const DOUBLE_BUFFER_RDY: u1 = 1 << 0;  // Register Value is ready for update
const GLB_DBUFFER = GLB_BASE_ADDRESS + 0x008;
putreg32(DOUBLE_BUFFER_RDY, GLB_DBUFFER);  // TODO: DMB

And that’s all for rendering our Framebuffer!

Testing our PinePhone Display Driver

5 Test PinePhone Display Driver

We’re ready to test our Zig Display Driver on PinePhone!

Follow these steps to download NuttX RTOS (with our Zig Driver inside) to a microSD Card…

Connect our computer to PinePhone with a USB Serial Debug Cable. (At 115.2 kbps)

Boot PinePhone with NuttX RTOS in the microSD Card.

(NuttX won’t disturb the eMMC Flash Memory)

At the NuttX Shell, enter this command to test our Zig Display Driver…

hello 1

We should see our Zig Driver setting the Hardware Registers of the Allwinner A64 Display Engine (pic above)…

HELLO NUTTX ON PINEPHONE!
Shell (NSH) NuttX-11.0.0-RC2
nsh> hello 1
...
initUiChannel: start
Channel 1: Set Overlay (720 x 1440)
  *0x1103000 = 0xff000405
  *0x1103010 = 0x4010c000
  *0x110300c = 0xb40
  *0x1103004 = 0x59f02cf
  *0x1103088 = 0x59f02cf
  *0x1103008 = 0x0
Channel 1: Set Blender Output
Channel 1: Set Blender Input Pipe 0 (720 x 1440)
Channel 1: Disable Scaler
...
Channel 2: Disable Overlay and Pipe
Channel 2: Disable Scaler
...
Channel 3: Disable Overlay and Pipe
Channel 3: Disable Scaler
...
Set Blender Route
Enable Blender Pipes
Apply Settings

(See the Complete Log)

Why are Channels 2 and 3 disabled?

PinePhone supports 3 Framebuffers, but our demo uses only a single Framebuffer. (On Channel 1)

That’s why we disabled Channels 2 and 3 for the unused Framebuffers.

(Here’s how)

Blue, Green, Red Blocks on PinePhone

On PinePhone we see the Blue, Green and Red colour blocks. (Pic above)

Yep our Zig Display Driver renders graphics correctly on PinePhone! 🎉

We’ve successfully rendered a single Framebuffer. In the next chapter we push PinePhone’s Display Hardware to the max with 3 Framebuffers.

The Blue / Green / Red Blocks look kinda bright. Didn’t we set the Alpha Channel to be Semi-Transparent?

Aha! That’s because we’re rendering a Single Framebuffer, and we disregard the Alpha Channel for the Framebuffer.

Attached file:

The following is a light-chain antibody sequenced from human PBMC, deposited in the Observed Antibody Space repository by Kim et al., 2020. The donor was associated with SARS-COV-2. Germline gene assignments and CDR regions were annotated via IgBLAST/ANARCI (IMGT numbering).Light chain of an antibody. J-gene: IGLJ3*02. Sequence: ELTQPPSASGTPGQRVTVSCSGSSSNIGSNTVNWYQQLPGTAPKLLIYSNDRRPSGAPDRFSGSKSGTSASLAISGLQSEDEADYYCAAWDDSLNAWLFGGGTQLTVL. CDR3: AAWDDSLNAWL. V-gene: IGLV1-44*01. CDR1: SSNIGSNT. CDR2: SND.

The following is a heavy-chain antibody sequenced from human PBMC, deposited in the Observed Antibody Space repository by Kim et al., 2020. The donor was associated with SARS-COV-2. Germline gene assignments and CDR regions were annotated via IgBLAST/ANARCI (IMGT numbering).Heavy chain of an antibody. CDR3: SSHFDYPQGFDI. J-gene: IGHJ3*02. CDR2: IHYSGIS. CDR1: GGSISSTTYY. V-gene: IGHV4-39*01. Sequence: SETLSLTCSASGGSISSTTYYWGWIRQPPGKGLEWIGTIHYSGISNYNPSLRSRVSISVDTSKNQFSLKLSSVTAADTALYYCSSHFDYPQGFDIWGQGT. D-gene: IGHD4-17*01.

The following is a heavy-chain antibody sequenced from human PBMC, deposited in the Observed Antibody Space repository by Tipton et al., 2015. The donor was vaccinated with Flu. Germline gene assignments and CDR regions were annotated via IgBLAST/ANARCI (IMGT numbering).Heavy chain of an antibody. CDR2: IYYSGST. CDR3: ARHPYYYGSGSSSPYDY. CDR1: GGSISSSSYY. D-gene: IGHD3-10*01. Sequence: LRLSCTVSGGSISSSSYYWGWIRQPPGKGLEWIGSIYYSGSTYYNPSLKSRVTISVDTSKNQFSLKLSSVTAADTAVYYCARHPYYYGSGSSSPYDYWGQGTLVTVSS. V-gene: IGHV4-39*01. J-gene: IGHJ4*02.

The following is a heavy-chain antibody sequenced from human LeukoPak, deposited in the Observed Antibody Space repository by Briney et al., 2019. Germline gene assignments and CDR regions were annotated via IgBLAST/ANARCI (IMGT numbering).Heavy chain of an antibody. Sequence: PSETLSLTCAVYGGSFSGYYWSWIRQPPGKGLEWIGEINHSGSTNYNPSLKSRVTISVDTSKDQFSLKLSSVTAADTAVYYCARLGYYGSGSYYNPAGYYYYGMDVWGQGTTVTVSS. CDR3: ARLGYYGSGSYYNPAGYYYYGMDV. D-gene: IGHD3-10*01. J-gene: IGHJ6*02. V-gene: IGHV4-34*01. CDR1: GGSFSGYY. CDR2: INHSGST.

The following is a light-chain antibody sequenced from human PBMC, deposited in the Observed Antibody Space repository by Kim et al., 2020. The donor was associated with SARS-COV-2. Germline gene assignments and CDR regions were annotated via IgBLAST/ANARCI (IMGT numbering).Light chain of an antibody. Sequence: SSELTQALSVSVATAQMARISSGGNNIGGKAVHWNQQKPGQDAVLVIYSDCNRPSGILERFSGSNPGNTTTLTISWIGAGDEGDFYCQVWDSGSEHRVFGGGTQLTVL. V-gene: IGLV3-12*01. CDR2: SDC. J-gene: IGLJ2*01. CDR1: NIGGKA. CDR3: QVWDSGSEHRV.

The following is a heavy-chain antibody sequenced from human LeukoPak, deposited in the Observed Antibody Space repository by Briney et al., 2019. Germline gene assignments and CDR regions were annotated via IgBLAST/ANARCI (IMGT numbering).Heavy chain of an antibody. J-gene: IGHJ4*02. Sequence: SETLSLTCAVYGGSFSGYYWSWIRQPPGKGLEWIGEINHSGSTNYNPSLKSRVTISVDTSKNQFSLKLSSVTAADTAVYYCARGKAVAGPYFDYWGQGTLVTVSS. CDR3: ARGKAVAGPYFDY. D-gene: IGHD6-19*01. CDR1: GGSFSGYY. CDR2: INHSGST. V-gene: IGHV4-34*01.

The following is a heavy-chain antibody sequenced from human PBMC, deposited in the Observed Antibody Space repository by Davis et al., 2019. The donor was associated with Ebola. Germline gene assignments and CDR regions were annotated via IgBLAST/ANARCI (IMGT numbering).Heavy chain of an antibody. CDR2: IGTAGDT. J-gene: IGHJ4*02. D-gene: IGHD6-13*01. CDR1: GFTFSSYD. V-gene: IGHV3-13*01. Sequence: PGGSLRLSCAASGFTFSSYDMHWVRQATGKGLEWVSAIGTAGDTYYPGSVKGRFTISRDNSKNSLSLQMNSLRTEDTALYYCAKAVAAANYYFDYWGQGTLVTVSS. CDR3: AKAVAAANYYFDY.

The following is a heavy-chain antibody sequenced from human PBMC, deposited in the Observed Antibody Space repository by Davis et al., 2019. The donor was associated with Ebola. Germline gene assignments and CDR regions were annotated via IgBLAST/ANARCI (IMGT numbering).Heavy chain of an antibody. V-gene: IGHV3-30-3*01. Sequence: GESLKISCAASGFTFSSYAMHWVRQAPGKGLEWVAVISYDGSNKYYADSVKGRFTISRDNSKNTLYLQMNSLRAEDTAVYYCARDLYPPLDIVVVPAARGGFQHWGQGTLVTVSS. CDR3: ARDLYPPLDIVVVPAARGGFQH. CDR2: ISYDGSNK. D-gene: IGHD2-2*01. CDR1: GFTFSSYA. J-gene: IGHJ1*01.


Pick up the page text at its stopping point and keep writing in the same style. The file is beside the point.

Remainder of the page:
That’s why we configured the Framebuffer for XRGB 8888 instead of ARGB 8888. (See this)

In a while we’ll render 2 Overlay Framebuffers configured for ARGB 8888. (To prove that the Alpha Channel really works!)

Multiple Framebuffers

6 Multiple Framebuffers

Can we render Multiple Framebuffers?

Yep PinePhone’s Display Hardware supports up to 3 Framebuffers (pic above)…

Let’s walk through the steps to…

  1. Allocate the 2 Overlay Framebuffers

  2. Fill the pixels of the 2 Framebuffers

  3. Render the 2 Framebuffers as Overlays

6.1 Allocate Framebuffers

Earlier we have allocated the Base Framebuffer…

Now we allocate 2 Overlay Framebuffers…

Like so: render.zig

// Framebuffer 1: (First Overlay UI Channel)
// Square 600 x 600 (4 bytes per ARGB 8888 pixel)
var fb1 = std.mem.zeroes(  // Init to zeroes...
  [600 * 600] u32          // 600 x 600 pixels
);                         // (4 bytes per pixel: ARGB 8888)

// Framebuffer 2: (Second Overlay UI Channel)
// Fullscreen 720 x 1440 (4 bytes per ARGB 8888 pixel)
var fb2 = std.mem.zeroes(  // Init to zeroes...
  [720 * 1440] u32         // 720 x 1440 pixels
);                         // (4 bytes per pixel: ARGB 8888)

PinePhone supports Framebuffers that are not Fullscreen?

Yep Framebuffer 1 doesn’t cover the screen completely, and it’s OK!

Later we’ll set the X and Y Offsets of Framebuffer 1, to centre it horizontally.

Blue, Green, Red Blocks with Overlays

6.2 Fill Framebuffers

Let’s fill the pixels of the 2 Overlay Framebuffers (pic above)…

This is how we fill Framebuffer 1 with a Semi-Transparent Blue Square: render.zig

// Init Framebuffer 1:
// Fill with Semi-Transparent Blue
i = 0;
while (i < fb1.len) : (i += 1) {
  // Colours are in ARGB 8888 format
  fb1[i] = 0x8000_0080;
}

(0x8000_0080 means Alpha = 0x80, Blue = 0x80)

And this is how we fill Framebuffer 2 with a Semi-Transparent Green Circle: render.zig

// Init Framebuffer 2:
// Fill with Semi-Transparent Green Circle
var y: usize = 0;
while (y < 1440) : (y += 1) {
  var x: usize = 0;
  while (x < 720) : (x += 1) {
    // Get pixel index
    const p = (y * 720) + x;
    assert(p < fb2.len);

    // Shift coordinates so that centre of screen is (0,0)
    const x_shift = @intCast(isize, x) - 360;
    const y_shift = @intCast(isize, y) - 720;

    // If x^2 + y^2 < radius^2, set the pixel to Semi-Transparent Green
    if (x_shift*x_shift + y_shift*y_shift < 360*360) {
      fb2[p] = 0x8000_8000;  // Semi-Transparent Green in ARGB 8888 Format
    } else {  // Otherwise set to Transparent Black
      fb2[p] = 0x0000_0000;  // Transparent Black in ARGB 8888 Format
    }
  }
}

(0x8000_8000 means Alpha = 0x80, Green = 0x80)